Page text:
It’s Cold Outside

Let the temperatures dip and the snow angels make themselves. It’s cozier indoors with a young adult novel and reinvented recipes to feed your inner child.

By N. Jamiyla Chisholm


The Field Guide to the North American Teenager

by Ben Philippe, Adjunct Associate Professor in the Department of English

This debut young-adult (YA) novel follows black French-Canadian teen Norris Kaplan — clever, cynical, and maybe too smart for his own good — as he settles into a new high school in Austin, Texas. To protect himself emotionally, he becomes a taxonomist, cataloging jocks, cheerleaders, even loners. Then he starts hanging out with a typical American high school kid, is befriended by a cheerleader, and eventually goes to the prom, where things definitely go awry. NPR announced that Philippe’s new novel “takes readers right to the eye of the storm.” Crafted by an observer who grew up watching The WB (which he credits for teaching him English in a French-speaking household), Philippe’s Field Guide pays homage to American teenage movies like Ten Things I Hate About You and Bring it On — “all those wide tropes of high school being almost this Hunger Games of different districts,” he recently told NPR’s Audie Cornish. “I was a grown adult when I was writing this, I knew that they weren’t true, but I loved the idea of the American high school.”

YONA: Discoveries, Doorways, and Musical Superpower

by Joan Thomson Kretschmer ’62

The artistic director and founder of the Lyric Chamber Music Society of New York introduces Yona — a superheroine who can stop people from fighting and alter human behavior with the help of music — in an inspiring new YA novel.

Run for Your Life

by Silvana Gandolfi; translated by Lynne Sharon Schwartz ’59

In this YA novel set in Sicily and inspired by a true-crime Mafia case, the stories of Santino, a talented young runner, and 12-year-old Lucio converge after family members of one boy are murdered and the mother of another goes missing.



Kafka’s Other Prague: Writings from the Czechoslovak Republic

by Anne Jamison ’90

The research that Jamison began in 1988 as a Barnard student comes to life in this examination of the Bohemian Jewish writer’s evolving relationship with Czechoslovakian culture, literature, and the Czech language itself.

Brokered Subjects: Sex, Trafficking, and the Politics of Freedom

by Elizabeth Bernstein, Professor of Women’s Studies and Sociology

Bernstein investigates accepted narratives about sex trafficking, revealing the troubling suppositions that have shaped both right- and left-wing agendas around sexual violence.


Empire’s Tracks: Indigenous Nations, Chinese Workers, and the Transcontinental Railroad

by Manu Karuka (Vimalassery), Assistant Professor of American Studies

This meticulously researched monograph draws from the perspectives of Native Americans, including Cheyennes, Lakotas, Pawnees, as well as Chinese migrants, to reframe the history of the transcontinental railroad.

Brooklyn Photographs Now

by Marla Hamburg Kennedy ’83

Featuring 250 images by more than 75 established and new photographers from around the world, this book uses cityscapes, portraits, vignettes, and process-oriented photography to capture Brooklyn’s changes.

Black Opera: History, Power, Engagement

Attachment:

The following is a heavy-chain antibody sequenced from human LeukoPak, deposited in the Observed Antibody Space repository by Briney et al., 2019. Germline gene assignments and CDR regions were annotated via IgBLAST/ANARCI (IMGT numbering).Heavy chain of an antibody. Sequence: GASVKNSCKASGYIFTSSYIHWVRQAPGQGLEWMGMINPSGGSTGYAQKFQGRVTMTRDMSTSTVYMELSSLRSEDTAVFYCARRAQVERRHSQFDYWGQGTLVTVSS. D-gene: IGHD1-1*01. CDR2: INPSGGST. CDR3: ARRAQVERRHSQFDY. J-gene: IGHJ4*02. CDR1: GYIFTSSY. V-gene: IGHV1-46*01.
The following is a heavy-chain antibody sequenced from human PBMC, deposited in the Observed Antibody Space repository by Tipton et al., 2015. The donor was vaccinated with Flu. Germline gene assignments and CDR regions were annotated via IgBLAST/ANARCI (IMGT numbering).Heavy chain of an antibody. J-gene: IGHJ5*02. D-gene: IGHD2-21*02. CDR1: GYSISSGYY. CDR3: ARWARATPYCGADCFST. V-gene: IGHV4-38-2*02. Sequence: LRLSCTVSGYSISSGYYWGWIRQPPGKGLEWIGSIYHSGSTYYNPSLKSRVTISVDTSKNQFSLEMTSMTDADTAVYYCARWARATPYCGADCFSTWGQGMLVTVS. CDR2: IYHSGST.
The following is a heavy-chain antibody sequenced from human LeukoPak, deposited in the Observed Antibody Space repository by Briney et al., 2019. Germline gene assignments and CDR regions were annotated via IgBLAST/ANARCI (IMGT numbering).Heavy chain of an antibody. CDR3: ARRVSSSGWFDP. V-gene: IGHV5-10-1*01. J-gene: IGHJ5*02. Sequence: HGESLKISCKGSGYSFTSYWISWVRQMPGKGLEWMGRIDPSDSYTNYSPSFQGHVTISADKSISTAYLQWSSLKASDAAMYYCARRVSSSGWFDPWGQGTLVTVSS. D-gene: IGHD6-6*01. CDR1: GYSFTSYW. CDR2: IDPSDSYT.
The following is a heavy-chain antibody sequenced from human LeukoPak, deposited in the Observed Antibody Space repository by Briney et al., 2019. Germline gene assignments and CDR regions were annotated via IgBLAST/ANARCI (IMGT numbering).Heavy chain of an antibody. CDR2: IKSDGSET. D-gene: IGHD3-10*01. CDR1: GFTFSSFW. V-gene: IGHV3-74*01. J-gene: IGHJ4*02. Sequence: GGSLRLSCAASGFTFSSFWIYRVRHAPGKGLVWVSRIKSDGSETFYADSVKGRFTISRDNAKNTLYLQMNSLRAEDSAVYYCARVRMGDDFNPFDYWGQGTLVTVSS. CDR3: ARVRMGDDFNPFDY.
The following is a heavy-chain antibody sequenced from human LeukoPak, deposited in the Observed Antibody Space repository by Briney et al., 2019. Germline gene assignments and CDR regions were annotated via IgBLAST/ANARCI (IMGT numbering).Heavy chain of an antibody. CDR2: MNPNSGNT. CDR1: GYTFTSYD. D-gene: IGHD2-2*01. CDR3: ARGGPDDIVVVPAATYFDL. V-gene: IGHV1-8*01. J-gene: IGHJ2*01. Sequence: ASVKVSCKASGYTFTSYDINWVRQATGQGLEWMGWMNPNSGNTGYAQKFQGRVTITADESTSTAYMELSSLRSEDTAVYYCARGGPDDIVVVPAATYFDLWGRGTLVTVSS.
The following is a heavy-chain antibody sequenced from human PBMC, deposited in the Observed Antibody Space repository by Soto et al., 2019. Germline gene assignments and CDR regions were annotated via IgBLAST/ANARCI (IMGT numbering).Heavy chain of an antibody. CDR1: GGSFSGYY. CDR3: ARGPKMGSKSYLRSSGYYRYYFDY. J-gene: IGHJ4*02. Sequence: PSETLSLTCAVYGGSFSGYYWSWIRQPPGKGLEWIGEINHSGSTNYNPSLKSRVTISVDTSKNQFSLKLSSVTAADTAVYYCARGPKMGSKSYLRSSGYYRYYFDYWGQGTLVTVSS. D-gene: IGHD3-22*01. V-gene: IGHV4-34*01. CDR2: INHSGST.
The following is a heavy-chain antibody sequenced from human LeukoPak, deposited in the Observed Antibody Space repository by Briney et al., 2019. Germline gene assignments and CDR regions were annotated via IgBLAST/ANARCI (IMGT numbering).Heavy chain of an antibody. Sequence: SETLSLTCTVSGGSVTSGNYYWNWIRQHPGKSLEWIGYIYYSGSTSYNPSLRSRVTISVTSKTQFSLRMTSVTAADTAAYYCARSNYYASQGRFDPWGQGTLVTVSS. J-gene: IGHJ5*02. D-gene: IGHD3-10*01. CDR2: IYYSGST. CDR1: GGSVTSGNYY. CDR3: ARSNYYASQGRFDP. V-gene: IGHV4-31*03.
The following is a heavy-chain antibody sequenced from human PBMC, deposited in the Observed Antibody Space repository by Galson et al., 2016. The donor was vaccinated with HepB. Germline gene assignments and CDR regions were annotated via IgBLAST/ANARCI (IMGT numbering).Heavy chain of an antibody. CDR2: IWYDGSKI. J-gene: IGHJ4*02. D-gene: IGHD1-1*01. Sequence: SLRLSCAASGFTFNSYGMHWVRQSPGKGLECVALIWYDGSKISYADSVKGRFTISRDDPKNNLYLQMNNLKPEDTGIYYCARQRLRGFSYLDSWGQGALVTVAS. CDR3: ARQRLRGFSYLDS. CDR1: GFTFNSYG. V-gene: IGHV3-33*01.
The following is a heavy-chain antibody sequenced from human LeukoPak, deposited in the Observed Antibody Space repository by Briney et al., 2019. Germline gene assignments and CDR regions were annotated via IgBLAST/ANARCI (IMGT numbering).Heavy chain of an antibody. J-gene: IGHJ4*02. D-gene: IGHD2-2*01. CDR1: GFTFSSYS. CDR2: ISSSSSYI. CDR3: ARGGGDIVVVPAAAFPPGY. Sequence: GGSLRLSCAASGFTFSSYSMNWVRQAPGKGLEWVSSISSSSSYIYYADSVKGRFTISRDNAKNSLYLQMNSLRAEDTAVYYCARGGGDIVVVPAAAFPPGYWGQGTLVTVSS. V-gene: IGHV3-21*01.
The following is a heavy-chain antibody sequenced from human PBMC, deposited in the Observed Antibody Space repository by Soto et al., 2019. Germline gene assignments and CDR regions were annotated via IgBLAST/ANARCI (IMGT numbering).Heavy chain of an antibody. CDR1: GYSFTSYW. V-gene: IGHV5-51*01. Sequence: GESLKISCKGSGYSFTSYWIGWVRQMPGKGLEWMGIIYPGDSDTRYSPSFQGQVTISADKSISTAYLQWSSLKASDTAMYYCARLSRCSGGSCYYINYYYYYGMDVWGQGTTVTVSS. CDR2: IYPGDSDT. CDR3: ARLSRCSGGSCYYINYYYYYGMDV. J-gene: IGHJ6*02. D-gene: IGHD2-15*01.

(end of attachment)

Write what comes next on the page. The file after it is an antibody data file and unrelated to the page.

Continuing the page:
by Naomi André ’89

This exploration of race, gender, and sexuality in black opera draws on the experiences of performers and audiences at the same time as it focuses in on individual musical works.


Miracle Nation: Seventy Stories About the Spirit of Israel: A Tribute to Rebirth in the Land of Our Ancestors

by Israela Meyerstein ’70

This anthology is comprised of stories shared by Israelis who work to improve the lives of Jews and Arabs, apply technology to developing countries, and seek peaceful coexistence.

Vermeer’s Mistress and Maid

by Margaret Iacono ’92 and James Ivory

The second volume in the Frick Diptych series, this monograph focuses on the final piece of art purchased by industrialist and collector Henry Clay Frick — Mistress and Maid, a painting of two women pondering a newly arrived letter, painted by Dutch master Johannes Vermeer. The monograph includes an essay by Frick Collection curator Iacono, with a contribution from the Academy Award-winning director, producer, and screenwriter James Ivory.

Mabel Daniels: An American Composer in Transition

by Maryann McCabe ’80

A study of the life of Mabel Daniels, whose music was performed by renowned orchestras and ensembles during her long lifetime (1877-1971), examines how her work and that of other women composers fell out of favor yet still helped to shape the institutionalization of American art music.


Tasty Nonfiction

Now & Again: Go-To Recipes, Inspired Menus + Endless Ideas for Reinventing Leftovers

by Julia Turshen ’07

Assembled with the help of food stylist Caroline Lange ’15, Turshen’s book features more than 125 recipes and 20 creative menu ideas for home chefs.

The Super Easy 5-Ingredient Cookbook and One-Pot Pasta Cookbook: 65 Super Easy Recipes for One-and-Done Meals

by Sarah Walker Caron ’01

The Super Easy 5-Ingredient Cookbook offers 100 easy, time-saving recipes, such as spaghetti squash pomodoro, that can be made in 30 minutes or less, are freezer-friendly, can be cooked in one pot, or require no cooking at all. The 65 foolproof dishes in One-Pot Pasta Cookbook make dinner easy and fun.

The London Restaurant, 1840-1914

by Brenda Assael ’89

Assael’s book uses a wide range of sources — menus, literary texts, and oral histories, among others — to understand the social, historical, and economic significance of restaurants in 19th- and early 20th-century London.

Latest IssueWinter 2021

In this issue, learn about three alums who have devoted their careers to racial justice.